In Spanish, suffixes called augmentatives can be added to nouns, adjectives, adverbs, and names to indicate bigness, as well as other ideas such as excessiveness, contempt, or disdain. In this way, you can say that something is big without adding an adjective like grande to indicate bigness or repugnante to indicate contempt.
In Spanish, suffixes called diminutives can be added to nouns, adjectives, adverbs, and names to indicate smallness, as well as other ideas such as affection, humor, pity, irony, or ridicule. In this way, you can say that something is little without adding an adjective like pequeño to indicate smallness or querido to indicate affection.
In general, Spanish nouns that end in -o are masculine, and those that end in -a are feminine. Here are the exceptions to this rule.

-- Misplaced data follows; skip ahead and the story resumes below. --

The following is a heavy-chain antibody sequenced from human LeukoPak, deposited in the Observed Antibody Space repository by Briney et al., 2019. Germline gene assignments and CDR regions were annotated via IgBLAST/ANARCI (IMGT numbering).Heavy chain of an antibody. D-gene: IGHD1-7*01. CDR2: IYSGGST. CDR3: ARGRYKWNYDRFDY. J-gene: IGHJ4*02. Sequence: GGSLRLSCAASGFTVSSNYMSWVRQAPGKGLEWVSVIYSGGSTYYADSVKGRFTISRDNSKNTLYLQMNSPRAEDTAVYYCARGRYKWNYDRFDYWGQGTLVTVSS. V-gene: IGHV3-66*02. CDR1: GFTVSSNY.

While the gender of many Spanish nouns can be determined by the final letter, that’s not always the case. Fortunately, there are several categories of words that are always masculine.
A noun is a word that represents a thing, either concrete (e.g., a chair, a dog) or abstract (an idea, happiness). In Spanish, all nouns have a gender.
Making nouns plural in Spanish is slightly more complicated than in English, but it’s not too bad.
There’s an interesting phenomenon in Spanish regarding feminine nouns that begin with a stressed A sound. When these nouns are singular and preceded directly by a definite article, the masculine article is used instead of the feminine article you might expect.